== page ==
By Sonali Paul
MELBOURNE (Reuters) – Australian officials on Sunday said there was no need to clamp down on Christmas festivities even as new COVID-19 infections climbed in Sydney, with the country’s high vaccination rate helping keep people out of hospital.
Health Minister Greg Hunt said he was confident Australia would not need to follow the Netherlands, which has reimposed a strict lockdown over the Christmas and New Year period to curb the spread of the highly contagious Omicron variant.
“We’re going into summer, we have one of the highest vaccination rates in the world and a very different set of circumstances. So we don’t see that’s a likely situation in Australia,” Hunt told reporters in a televised media conference.
The Netherlands, he said, has suffered vastly higher infections and deaths than Australia over the pandemic and is now in the depths of winter when cases were more likely to climb sharply.
“We’re well prepared and people are overwhelmingly … continuing to do an amazing job,” Hunt said, referring to the more than 90% of Australians over 16 who have been fully vaccinated.
Australia’s most populous state, New South Wales, on Sunday reported a record 2,566 new cases, up from 2,482 on Saturday. Cases in intensive care remained low at 28, which state premier Dominic Perrottet said was “incredibly positive”.
The state has reported more than 11,000 new cases in the past week, quadruple the number in the previous week, sparking calls from the Australian Medical Association (AMA) and an online campaign urging the state to reinstate track and trace codes, mandatory masks and capacity limits.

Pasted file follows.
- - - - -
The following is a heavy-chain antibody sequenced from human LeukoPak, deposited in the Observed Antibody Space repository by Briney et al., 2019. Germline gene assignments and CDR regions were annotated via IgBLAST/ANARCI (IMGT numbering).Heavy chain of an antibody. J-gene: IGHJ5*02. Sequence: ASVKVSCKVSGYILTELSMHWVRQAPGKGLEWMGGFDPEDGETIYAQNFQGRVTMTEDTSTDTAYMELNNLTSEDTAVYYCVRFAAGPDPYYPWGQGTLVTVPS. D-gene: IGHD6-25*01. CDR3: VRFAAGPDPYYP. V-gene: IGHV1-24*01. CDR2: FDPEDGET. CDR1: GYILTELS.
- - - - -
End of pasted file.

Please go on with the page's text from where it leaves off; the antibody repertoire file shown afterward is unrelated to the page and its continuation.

“Even if Omicron turns out to be mild in vaccinated people, an explosion of cases will have a devastating effect on healthcare…Caution now so much better than regrets later,” AMA President Omar Khorshid said on social media.
However Perrottet rejected those calls saying the key metric was the number of cases in intensive care.
“It’s a time for calm. But it’s also an important time to go out and get your booster shot, because vaccination has been key to New South Wales’ success,” Perrottet said.
Total new cases reported in Australia on Sunday fell to 3,958 from a record 4,110 reported the previous day, thanks to a drop in Victoria state to 1,240 new infections on Sunday.
Victoria Deputy Premier James Merlino said while the Omicron variant was raising concern, people should just take common sense steps, such as wearing masks, to protect themselves.
“We are not changing our settings … We’re not talking about lockdowns,” Merlino told reporters.
Health officials said it was not clear yet what the split was between Omicron and Delta cases among Australia’s new infections.
Australia has fared much better than other countries in the pandemic after shutting its borders in March 2020, with around 247,000 total cases and 2,142 deaths.
(Reporting by Sonali Paul; Editing by Leslie Adler and Michael Perry)